Matthias Bitzer’s solo show Saturnine Swing at Marianne Boesky uptown garnered a blurb review from Roberta Smith in last weeks “Art Galleries of New York” spectacular (more Time Out New York style than Gray Lady). The uptown Boesky space is a lovely classic townhouse. All rickety stairs, parquet floors and big open Edward Hopper windows. Last Month I saw Diana Al-Hadid’s show which was sad and incongruous in the space, but Bitzer’s show feels rightly wrong here. Juxtaposition isn’t the right phrase because it is a too easy shorthand for the handmade slickness of the exhibition.
Bitzer’s work is a combination of trends and methods. Wall drawings, paintings with bright geometric colors patterned over portraits, dangling sculpture with lights, collaged materials with repetitive shapes, found images mounted in frames (mounted and viewed from the side, and interchangeable) and a beautiful free standing multicolored hoop. Bitzer doesn’t give us a signature style and for that I applaud him. The ideas all connect even if they seem overly polished and art fair ready. It may be unclear but I liked this show.
The connections throughout that bind the work together begin with the sculpture Portal, 2014. It is the guiding focus of this show. While it is the least flashy thing here, the metal hoop, nearly 6 feet high left an enduring impression. The metal is painted burberry beige with a section of black and just a bit of red. It’s static and defying gravity in an old parlor room. Its a trick. A slight of hand to confuse us and maybe, as the title suggests, the portal that we enter to become part of his vision.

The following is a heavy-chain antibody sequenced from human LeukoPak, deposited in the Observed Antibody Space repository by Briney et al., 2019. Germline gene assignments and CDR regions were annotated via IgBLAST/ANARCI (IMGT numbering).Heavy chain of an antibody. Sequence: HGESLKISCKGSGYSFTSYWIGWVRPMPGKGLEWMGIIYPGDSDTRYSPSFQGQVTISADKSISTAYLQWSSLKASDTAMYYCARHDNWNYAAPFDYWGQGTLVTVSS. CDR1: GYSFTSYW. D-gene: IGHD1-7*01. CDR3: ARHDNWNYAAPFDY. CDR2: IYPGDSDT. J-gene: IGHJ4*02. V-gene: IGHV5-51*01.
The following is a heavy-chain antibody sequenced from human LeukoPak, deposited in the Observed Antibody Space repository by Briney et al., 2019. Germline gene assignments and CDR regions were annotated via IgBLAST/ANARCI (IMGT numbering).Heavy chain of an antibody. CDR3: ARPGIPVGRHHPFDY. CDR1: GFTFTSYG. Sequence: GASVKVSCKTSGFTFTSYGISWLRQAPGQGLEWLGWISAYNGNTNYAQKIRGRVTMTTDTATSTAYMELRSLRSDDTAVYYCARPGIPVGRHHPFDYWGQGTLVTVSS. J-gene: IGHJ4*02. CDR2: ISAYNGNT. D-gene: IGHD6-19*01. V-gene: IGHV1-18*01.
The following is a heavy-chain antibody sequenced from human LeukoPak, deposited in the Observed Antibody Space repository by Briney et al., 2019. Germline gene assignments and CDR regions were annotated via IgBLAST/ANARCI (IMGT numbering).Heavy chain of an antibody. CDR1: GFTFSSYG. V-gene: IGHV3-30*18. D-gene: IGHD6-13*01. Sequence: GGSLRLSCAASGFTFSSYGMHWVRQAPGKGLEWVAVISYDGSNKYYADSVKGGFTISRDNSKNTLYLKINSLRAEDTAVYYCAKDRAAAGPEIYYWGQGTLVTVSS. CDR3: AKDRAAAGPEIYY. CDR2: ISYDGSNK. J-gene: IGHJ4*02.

All things after Portal seem built of it’s DNA, with the lines of color stretching out over surfaces in sculpture and paintings. A wall drawing is made of tiny graphite lines that turn the wall into a very subtle optical illusion. Another piece focuses on a collection of hung work, some framed, attached to the wall with drawings and a trompe l’oeil style interwoven lattice.
Finally, Phosphor Notes (The Shoals’ Archives III), 2014, which consists of frames, mounted from their sides with a long cleat on the wall. Each shadow box contains an image or some text. The viewer is invited (with the help of gallery staff) to see images by taking a section out of the hanging work and moving it. This takes the idea of this Judd-like wall mounted sculpture and makes it more dynamic. The ever changing structure of the piece leads to questions about viewing by making the frame the art and vice versa.
Bitzer stands alone here. Howard Hodgkin paints his frames and Seurat did too. Bitzer makes several pieces with finely painted frames but here the frames are the work, it’s structure and it’s surface. It is a far cry from the Portal, but the never ending loop and the interchangeable frames trade in variability and cycles. All of this, outside of the white cube and in a lovely old house, makes for a memorable experience.